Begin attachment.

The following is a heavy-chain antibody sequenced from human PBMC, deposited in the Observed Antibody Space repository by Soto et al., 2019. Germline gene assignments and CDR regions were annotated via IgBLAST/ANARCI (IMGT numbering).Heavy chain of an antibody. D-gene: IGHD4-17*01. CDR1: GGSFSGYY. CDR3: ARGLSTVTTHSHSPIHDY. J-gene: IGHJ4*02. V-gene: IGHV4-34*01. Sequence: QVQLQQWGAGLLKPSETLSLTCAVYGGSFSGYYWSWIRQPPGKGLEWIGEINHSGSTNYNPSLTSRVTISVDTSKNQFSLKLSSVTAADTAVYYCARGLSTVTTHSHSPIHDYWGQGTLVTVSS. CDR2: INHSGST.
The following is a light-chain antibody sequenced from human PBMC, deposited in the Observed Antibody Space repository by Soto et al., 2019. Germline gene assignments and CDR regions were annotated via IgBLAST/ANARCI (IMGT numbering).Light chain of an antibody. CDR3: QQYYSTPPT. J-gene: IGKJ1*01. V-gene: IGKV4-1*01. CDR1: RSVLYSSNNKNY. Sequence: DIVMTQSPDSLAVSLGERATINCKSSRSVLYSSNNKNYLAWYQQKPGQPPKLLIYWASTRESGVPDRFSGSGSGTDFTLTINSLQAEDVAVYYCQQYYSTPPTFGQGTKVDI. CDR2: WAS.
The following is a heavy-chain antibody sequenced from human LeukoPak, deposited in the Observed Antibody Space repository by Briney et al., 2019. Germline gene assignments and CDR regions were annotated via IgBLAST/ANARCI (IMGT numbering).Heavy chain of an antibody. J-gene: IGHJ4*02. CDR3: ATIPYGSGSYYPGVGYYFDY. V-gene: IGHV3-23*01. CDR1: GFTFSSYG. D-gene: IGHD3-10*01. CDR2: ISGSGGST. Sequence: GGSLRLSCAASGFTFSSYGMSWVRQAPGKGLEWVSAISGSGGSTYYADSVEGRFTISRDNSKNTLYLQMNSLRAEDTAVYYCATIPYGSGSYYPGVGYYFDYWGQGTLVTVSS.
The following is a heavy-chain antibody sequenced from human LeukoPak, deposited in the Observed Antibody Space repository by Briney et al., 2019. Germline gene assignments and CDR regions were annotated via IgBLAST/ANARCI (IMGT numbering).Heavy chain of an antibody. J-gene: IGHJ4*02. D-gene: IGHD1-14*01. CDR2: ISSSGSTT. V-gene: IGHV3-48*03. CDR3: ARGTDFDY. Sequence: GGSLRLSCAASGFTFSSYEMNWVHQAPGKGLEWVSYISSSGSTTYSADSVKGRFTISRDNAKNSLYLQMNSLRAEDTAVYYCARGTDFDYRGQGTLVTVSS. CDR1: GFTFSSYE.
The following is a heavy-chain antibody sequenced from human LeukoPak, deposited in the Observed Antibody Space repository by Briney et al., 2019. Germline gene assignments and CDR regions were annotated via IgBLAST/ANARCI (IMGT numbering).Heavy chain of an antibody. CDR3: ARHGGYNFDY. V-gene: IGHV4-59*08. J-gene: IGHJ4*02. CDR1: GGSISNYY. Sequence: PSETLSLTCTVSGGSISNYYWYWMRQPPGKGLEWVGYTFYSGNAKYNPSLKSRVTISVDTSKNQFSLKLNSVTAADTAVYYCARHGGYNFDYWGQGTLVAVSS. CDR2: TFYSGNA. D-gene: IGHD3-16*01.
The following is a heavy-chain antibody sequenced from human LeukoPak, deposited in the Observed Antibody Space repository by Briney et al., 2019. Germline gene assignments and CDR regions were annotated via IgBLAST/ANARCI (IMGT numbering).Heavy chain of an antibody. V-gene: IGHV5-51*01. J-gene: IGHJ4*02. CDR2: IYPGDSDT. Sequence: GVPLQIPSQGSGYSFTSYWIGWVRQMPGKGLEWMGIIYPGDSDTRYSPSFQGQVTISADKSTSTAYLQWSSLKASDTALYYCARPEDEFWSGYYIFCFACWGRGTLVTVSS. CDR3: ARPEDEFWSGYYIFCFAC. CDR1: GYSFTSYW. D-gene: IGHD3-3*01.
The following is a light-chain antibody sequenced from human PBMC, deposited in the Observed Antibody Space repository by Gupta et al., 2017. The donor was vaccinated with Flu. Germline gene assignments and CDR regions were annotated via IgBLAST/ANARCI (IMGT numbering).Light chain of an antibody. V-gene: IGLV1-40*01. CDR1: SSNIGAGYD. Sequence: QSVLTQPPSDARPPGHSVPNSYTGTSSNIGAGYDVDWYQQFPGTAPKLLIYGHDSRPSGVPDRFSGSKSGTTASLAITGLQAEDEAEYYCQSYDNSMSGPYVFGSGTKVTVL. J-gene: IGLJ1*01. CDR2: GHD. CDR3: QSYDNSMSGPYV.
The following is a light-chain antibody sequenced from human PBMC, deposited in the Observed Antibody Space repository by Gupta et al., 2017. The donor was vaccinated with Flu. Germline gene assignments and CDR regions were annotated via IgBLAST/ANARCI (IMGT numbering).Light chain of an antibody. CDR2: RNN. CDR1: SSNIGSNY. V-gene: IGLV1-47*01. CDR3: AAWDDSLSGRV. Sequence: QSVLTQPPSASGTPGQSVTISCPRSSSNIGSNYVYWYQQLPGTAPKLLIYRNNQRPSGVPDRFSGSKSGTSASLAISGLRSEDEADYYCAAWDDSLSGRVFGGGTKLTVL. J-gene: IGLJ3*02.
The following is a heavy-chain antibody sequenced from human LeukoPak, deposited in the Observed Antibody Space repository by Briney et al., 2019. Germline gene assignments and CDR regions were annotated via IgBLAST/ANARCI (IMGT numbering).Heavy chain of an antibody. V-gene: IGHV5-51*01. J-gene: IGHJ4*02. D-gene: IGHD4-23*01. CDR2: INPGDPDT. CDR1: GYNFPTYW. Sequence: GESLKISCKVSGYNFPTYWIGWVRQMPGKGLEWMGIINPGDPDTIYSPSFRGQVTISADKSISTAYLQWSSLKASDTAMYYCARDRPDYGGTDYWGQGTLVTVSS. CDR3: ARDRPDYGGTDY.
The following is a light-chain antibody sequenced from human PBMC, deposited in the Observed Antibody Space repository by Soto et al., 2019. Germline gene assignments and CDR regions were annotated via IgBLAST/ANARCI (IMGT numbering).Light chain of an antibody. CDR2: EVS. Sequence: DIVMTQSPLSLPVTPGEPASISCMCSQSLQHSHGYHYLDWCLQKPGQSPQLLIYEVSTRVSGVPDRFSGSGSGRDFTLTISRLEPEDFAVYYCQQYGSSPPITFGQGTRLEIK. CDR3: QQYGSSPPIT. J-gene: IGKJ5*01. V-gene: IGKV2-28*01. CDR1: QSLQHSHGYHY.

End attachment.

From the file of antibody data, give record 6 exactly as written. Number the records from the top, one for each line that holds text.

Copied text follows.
The following is a heavy-chain antibody sequenced from human LeukoPak, deposited in the Observed Antibody Space repository by Briney et al., 2019. Germline gene assignments and CDR regions were annotated via IgBLAST/ANARCI (IMGT numbering).Heavy chain of an antibody. V-gene: IGHV5-51*01. J-gene: IGHJ4*02. CDR2: IYPGDSDT. Sequence: GVPLQIPSQGSGYSFTSYWIGWVRQMPGKGLEWMGIIYPGDSDTRYSPSFQGQVTISADKSTSTAYLQWSSLKASDTALYYCARPEDEFWSGYYIFCFACWGRGTLVTVSS. CDR3: ARPEDEFWSGYYIFCFAC. CDR1: GYSFTSYW. D-gene: IGHD3-3*01.